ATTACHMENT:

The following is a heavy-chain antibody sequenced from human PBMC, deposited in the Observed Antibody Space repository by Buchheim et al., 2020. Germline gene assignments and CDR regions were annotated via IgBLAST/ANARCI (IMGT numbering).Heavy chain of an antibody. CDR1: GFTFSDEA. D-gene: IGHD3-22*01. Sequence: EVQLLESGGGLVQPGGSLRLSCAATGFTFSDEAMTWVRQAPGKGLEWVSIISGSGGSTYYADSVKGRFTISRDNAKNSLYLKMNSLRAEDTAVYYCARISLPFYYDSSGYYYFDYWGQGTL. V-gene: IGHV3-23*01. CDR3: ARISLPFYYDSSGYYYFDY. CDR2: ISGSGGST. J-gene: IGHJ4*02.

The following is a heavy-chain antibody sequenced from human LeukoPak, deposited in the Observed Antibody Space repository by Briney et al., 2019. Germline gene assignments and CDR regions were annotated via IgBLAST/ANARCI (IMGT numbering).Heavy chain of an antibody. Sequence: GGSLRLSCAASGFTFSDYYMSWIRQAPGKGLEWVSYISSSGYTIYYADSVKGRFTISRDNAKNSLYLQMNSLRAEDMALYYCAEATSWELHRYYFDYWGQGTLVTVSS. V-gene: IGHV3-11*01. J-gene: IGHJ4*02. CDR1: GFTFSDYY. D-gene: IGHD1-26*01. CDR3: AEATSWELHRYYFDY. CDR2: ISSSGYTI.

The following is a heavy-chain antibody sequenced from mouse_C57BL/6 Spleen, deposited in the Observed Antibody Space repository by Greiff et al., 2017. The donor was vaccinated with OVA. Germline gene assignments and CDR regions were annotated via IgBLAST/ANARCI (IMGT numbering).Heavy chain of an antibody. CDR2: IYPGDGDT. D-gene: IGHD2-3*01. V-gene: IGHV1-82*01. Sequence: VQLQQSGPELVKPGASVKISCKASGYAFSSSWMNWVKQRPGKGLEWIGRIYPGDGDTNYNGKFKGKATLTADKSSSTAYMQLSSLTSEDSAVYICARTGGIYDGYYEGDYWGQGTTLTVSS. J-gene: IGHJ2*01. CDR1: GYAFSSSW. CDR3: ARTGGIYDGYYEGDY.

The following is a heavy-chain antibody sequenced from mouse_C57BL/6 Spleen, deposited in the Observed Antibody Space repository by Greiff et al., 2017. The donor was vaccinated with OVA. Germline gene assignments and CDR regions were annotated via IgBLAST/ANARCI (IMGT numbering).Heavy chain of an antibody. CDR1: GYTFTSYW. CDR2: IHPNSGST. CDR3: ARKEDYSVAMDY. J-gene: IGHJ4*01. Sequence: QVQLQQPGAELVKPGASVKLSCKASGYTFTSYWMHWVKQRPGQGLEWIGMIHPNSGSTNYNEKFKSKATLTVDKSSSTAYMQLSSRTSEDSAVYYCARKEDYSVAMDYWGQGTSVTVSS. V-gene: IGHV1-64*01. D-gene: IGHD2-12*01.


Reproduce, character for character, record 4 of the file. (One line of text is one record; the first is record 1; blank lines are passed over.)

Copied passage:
The following is a heavy-chain antibody sequenced from mouse_C57BL/6 Spleen, deposited in the Observed Antibody Space repository by Greiff et al., 2017. The donor was vaccinated with OVA. Germline gene assignments and CDR regions were annotated via IgBLAST/ANARCI (IMGT numbering).Heavy chain of an antibody. CDR1: GYTFTSYW. CDR2: IHPNSGST. CDR3: ARKEDYSVAMDY. J-gene: IGHJ4*01. Sequence: QVQLQQPGAELVKPGASVKLSCKASGYTFTSYWMHWVKQRPGQGLEWIGMIHPNSGSTNYNEKFKSKATLTVDKSSSTAYMQLSSRTSEDSAVYYCARKEDYSVAMDYWGQGTSVTVSS. V-gene: IGHV1-64*01. D-gene: IGHD2-12*01.